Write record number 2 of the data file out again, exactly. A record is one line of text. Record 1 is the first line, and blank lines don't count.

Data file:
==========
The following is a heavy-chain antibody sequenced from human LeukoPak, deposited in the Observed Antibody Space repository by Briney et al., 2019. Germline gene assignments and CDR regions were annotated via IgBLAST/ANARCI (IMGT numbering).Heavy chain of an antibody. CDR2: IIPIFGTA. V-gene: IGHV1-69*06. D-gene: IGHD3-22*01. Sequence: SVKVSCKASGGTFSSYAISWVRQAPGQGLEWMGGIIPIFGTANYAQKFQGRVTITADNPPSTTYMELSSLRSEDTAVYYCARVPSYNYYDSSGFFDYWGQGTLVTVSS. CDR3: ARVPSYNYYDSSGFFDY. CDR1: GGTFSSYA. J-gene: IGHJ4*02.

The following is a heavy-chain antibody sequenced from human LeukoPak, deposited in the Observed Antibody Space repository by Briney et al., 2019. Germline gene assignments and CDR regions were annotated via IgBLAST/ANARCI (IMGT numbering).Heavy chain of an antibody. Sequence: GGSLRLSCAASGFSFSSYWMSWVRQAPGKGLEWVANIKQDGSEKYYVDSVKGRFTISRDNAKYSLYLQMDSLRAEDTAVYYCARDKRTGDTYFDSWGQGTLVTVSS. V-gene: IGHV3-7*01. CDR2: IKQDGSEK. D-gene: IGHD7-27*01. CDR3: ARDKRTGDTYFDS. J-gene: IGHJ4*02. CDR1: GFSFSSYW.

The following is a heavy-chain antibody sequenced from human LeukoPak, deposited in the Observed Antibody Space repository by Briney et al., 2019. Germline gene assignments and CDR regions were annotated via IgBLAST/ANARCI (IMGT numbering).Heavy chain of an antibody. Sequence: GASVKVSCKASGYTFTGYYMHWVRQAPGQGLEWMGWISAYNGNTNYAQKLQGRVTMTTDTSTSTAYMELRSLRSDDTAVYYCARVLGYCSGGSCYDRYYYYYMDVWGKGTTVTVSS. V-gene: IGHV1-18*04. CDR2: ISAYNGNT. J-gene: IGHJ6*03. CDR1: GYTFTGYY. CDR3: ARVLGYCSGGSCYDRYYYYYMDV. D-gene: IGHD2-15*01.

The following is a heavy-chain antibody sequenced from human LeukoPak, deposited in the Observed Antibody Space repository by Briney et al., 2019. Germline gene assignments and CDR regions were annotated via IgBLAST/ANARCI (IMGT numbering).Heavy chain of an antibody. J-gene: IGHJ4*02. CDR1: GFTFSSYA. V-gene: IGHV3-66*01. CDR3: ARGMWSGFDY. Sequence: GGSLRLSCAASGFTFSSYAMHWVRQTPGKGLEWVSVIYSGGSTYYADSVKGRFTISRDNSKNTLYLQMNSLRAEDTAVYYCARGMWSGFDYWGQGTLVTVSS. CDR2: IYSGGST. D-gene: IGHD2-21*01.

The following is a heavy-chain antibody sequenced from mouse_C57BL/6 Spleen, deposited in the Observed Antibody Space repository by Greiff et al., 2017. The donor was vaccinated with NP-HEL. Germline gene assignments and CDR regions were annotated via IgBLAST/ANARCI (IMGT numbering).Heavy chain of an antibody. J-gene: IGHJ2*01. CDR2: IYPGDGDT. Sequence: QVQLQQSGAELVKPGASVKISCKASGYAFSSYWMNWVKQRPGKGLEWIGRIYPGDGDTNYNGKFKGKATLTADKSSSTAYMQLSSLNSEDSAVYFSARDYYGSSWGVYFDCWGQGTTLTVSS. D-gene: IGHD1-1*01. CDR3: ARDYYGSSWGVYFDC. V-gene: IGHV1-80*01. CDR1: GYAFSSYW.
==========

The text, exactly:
The following is a heavy-chain antibody sequenced from human LeukoPak, deposited in the Observed Antibody Space repository by Briney et al., 2019. Germline gene assignments and CDR regions were annotated via IgBLAST/ANARCI (IMGT numbering).Heavy chain of an antibody. Sequence: GGSLRLSCAASGFSFSSYWMSWVRQAPGKGLEWVANIKQDGSEKYYVDSVKGRFTISRDNAKYSLYLQMDSLRAEDTAVYYCARDKRTGDTYFDSWGQGTLVTVSS. V-gene: IGHV3-7*01. CDR2: IKQDGSEK. D-gene: IGHD7-27*01. CDR3: ARDKRTGDTYFDS. J-gene: IGHJ4*02. CDR1: GFSFSSYW.